Other countries—especially those with government-run health-care systems—have held spirited public debates about which infertility services to extend and to whom. In the early nineteen-eighties, Mary Warnock, a philosopher, chaired the United Kingdom’s Committee of Inquiry Into Human Fertilisation and Embryology; its findings shaped the U.K.’s first law regulating fertility treatment, the Human Fertilisation and Embryology Act, passed in 1990. (Warnock elaborated on the committee’s findings in a 2002 book, “Making Babies: Is There a Right to Have Children?”) In France, where Emmanuel Macron made access to “la procréation médicalement assistée” a campaign promise, citizens are currently debating the extension of state-funded I.V.F. to lesbian couples and single women. Different countries have developed different rules. At the moment, France provides four I.V.F. cycles to heterosexual couples but bans all forms of surrogacy. Belgium offers women under the age of forty-five six cycles of I.V.F. Pro-birth policies in Israel mean that a woman can access as many I.V.F. cycles as she needs to have two “take-home babies,” or live births.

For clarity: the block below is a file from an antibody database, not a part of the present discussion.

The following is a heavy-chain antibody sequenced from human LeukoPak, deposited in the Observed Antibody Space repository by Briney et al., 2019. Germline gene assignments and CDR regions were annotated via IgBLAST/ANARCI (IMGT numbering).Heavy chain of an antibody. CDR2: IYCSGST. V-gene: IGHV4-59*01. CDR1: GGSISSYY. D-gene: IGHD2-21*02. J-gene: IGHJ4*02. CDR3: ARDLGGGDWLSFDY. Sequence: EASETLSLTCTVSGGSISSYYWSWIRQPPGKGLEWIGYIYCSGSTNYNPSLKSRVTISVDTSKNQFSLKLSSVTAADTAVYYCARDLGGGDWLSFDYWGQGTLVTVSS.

Americans utilize assisted-reproduction technologies less often than citizens of other industrialized countries; except for an inconsistently administered program for service members whose infertility is deemed service-related, the nation’s public health-insurance programs, which cover roughly half the population, do not substantively fund any A.R.T.s. Private insurance policies vary widely. More and more people now find themselves in need of A.R.T.s., but, in a country where abortion and paid family leave are still contentious issues, the hard work of consensus-building has barely begun.
In 2015, Barbara Collura, the president and C.E.O. of the U.S. infertility-advocacy group RESOLVE, travelled to Geneva to take part in a series of discussions, led by the International Committee Monitoring Assisted Reproductive Technologies, over the definition of infertility. In 2009, the World Health Organization (W.H.O.) defined infertility as “a disease of the reproductive system”; its definition held that infertility could be diagnosed after a year or more of “regular unprotected sexual intercourse” had failed to produce a pregnancy. But, by 2015, there was broad agreement that this language, with its reliance on heterosexual sex as a reference point, excluded many of the people who currently seek fertility treatment, including queer and single patients. The delegates—most of whom represented professional medical bodies, such as the American Society for Reproductive Medicine, the African Fertility Society, and the International Federation of Gynecology and Obstetrics—hoped to redefine infertility in a new, more inclusive way.